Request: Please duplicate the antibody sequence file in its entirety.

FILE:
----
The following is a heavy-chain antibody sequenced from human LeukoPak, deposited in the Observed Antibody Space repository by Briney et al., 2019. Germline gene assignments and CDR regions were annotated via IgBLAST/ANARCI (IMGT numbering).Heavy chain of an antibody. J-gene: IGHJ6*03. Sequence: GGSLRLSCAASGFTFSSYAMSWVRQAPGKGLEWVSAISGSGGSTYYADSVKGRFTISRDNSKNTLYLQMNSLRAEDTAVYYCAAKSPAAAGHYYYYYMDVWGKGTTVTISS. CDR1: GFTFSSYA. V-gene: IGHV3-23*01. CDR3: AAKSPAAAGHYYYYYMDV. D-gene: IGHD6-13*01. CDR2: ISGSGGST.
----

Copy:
The following is a heavy-chain antibody sequenced from human LeukoPak, deposited in the Observed Antibody Space repository by Briney et al., 2019. Germline gene assignments and CDR regions were annotated via IgBLAST/ANARCI (IMGT numbering).Heavy chain of an antibody. J-gene: IGHJ6*03. Sequence: GGSLRLSCAASGFTFSSYAMSWVRQAPGKGLEWVSAISGSGGSTYYADSVKGRFTISRDNSKNTLYLQMNSLRAEDTAVYYCAAKSPAAAGHYYYYYMDVWGKGTTVTISS. CDR1: GFTFSSYA. V-gene: IGHV3-23*01. CDR3: AAKSPAAAGHYYYYYMDV. D-gene: IGHD6-13*01. CDR2: ISGSGGST.